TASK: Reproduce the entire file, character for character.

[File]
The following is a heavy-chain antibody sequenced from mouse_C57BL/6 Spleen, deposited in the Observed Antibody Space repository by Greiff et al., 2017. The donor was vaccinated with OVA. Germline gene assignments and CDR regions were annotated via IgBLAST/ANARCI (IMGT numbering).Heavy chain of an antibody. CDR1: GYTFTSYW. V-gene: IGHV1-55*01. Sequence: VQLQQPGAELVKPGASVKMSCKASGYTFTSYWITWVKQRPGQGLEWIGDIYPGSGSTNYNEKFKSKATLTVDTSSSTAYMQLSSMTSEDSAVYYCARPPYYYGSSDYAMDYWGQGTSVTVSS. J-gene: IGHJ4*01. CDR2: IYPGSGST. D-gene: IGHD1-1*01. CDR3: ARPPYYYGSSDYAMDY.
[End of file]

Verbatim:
The following is a heavy-chain antibody sequenced from mouse_C57BL/6 Spleen, deposited in the Observed Antibody Space repository by Greiff et al., 2017. The donor was vaccinated with OVA. Germline gene assignments and CDR regions were annotated via IgBLAST/ANARCI (IMGT numbering).Heavy chain of an antibody. CDR1: GYTFTSYW. V-gene: IGHV1-55*01. Sequence: VQLQQPGAELVKPGASVKMSCKASGYTFTSYWITWVKQRPGQGLEWIGDIYPGSGSTNYNEKFKSKATLTVDTSSSTAYMQLSSMTSEDSAVYYCARPPYYYGSSDYAMDYWGQGTSVTVSS. J-gene: IGHJ4*01. CDR2: IYPGSGST. D-gene: IGHD1-1*01. CDR3: ARPPYYYGSSDYAMDY.